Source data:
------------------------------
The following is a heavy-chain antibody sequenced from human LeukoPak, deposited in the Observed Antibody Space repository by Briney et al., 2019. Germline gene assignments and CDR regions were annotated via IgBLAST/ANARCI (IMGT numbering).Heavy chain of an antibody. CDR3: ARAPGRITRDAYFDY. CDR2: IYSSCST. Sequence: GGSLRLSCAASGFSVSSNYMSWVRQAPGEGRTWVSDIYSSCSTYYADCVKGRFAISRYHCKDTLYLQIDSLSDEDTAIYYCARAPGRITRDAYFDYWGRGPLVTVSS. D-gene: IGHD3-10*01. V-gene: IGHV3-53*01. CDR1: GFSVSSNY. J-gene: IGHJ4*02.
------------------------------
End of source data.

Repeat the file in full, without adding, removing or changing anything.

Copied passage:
The following is a heavy-chain antibody sequenced from human LeukoPak, deposited in the Observed Antibody Space repository by Briney et al., 2019. Germline gene assignments and CDR regions were annotated via IgBLAST/ANARCI (IMGT numbering).Heavy chain of an antibody. CDR3: ARAPGRITRDAYFDY. CDR2: IYSSCST. Sequence: GGSLRLSCAASGFSVSSNYMSWVRQAPGEGRTWVSDIYSSCSTYYADCVKGRFAISRYHCKDTLYLQIDSLSDEDTAIYYCARAPGRITRDAYFDYWGRGPLVTVSS. D-gene: IGHD3-10*01. V-gene: IGHV3-53*01. CDR1: GFSVSSNY. J-gene: IGHJ4*02.